Integration question again


by lionely
Tags: integration
lionely
lionely is offline
#1
Feb23-13, 11:02 AM
P: 503
1. The problem statement, all variables and given/known data
A goldfish bowl is a glass sphere of inside diameter 20cm. Calculate the volume of water it contains when the maximum depth is 18cm.





The attempt at a solution

I don't really have an idea of how to attempt this, all I did so far was a draw a little sketch of the bowl and put in the dimensions

Hmm.. should I just find the volume of the sphere, sketch the cross-section of it, and then try to use the principles of solids of revolution to find the volume?
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Curious3141
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#2
Feb23-13, 11:26 AM
HW Helper
P: 2,874
Quote Quote by lionely View Post
1. The problem statement, all variables and given/known data
A goldfish bowl is a glass sphere of inside diameter 20cm. Calculate the volume of water it contains when the maximum depth is 18cm.





The attempt at a solution

I don't really have an idea of how to attempt this, all I did so far was a draw a little sketch of the bowl and put in the dimensions

Hmm.. should I just find the volume of the sphere, sketch the cross-section of it, and then try to use the principles of solids of revolution to find the volume?
Consider the vertical cross-section of the bowl. Let the centre of the bowl be the origin (0,0). y-coordinates range from -10 to +8.

Now consider the horizontal circular cross section of a disc of water taken at a certain y-coordinate. Find its radius via Pythagoras theorem, and hence its area.

Hence figure out the volume of an infinitesimally small cylinder having that cross-section and a vertical height dy.

Now do the integration, imposing the correct bounds for y.
lionely
lionely is offline
#3
Feb23-13, 11:39 AM
P: 503
Umm wouldn't the radius be 10cm, because the diameter of the bowl is 20cm?

Cause maybe I drew my diagram badly I'm not seeing how I can use Pythagoras ' theorem.
:S

Curious3141
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#4
Feb24-13, 12:00 AM
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P: 2,874

Integration question again


Quote Quote by lionely View Post
Umm wouldn't the radius be 10cm, because the diameter of the bowl is 20cm?

Cause maybe I drew my diagram badly I'm not seeing how I can use Pythagoras ' theorem.
:S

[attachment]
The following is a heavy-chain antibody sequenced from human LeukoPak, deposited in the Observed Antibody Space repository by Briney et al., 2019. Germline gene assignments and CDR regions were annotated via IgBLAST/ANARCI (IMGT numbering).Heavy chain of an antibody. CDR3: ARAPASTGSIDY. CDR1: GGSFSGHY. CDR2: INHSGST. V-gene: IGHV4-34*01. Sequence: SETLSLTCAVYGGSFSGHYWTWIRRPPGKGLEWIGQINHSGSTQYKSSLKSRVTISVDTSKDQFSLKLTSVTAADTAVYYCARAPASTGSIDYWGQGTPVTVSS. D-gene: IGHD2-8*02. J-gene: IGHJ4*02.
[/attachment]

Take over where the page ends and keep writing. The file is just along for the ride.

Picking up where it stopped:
Right through the centre (at y = 0), yes the radius of the cross-section would be 10cm.

But what about other y values. Hint: think of a right triangle, the hypotenuse being the constant radius of the bowl (10cm), the vertical height being y and the horizontal base being the radius of the cross-section.
lionely
lionely is offline
#5
Feb24-13, 11:23 AM
P: 503
Is the radius 6cm?
Curious3141
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#6
Feb25-13, 12:40 AM
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Quote Quote by lionely View Post
Is the radius 6cm?
Huh? The radius of the horizontal cross-section varies continuously depending on the level you're taking it at.

Did you make a proper sketch?
lionely
lionely is offline
#7
Feb25-13, 06:22 PM
P: 503
Hm... Maybe I didn't on my diagram 10 is the hypotenuse and 8 is the perpendicular height.
Curious3141
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#8
Feb26-13, 03:48 AM
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Quote Quote by lionely View Post
Hm... Maybe I didn't on my diagram 10 is the hypotenuse and 8 is the perpendicular height.
10cm is always the hypotenuse.

y varies from -10 (bottom) to +8 (top of water level). Do you understand this?

8cm is only the height when you're considering the area of the top surface of the water (y = 8). At that point, the radius is ##\sqrt{10^2 - 8^2} = 6cm##. Agree?

At the bottom of the bowl (y = -10), the radius is zero, because the bottom is just a point, not a circle. Agree?

The radius of the cross-section right through the level of y = 0 (center of the sphere) is 10cm (simply the radius of the sphere). Agree?

Now you can take the cross section of water at *any* water level between the bottom and the top, not just those "special" levels. Your job is to find an expression, in terms of y, for the radius of this cross-section. Can you do this?

Remember, what you get will be in terms of y - it'll have a y in the expression, not just a number.


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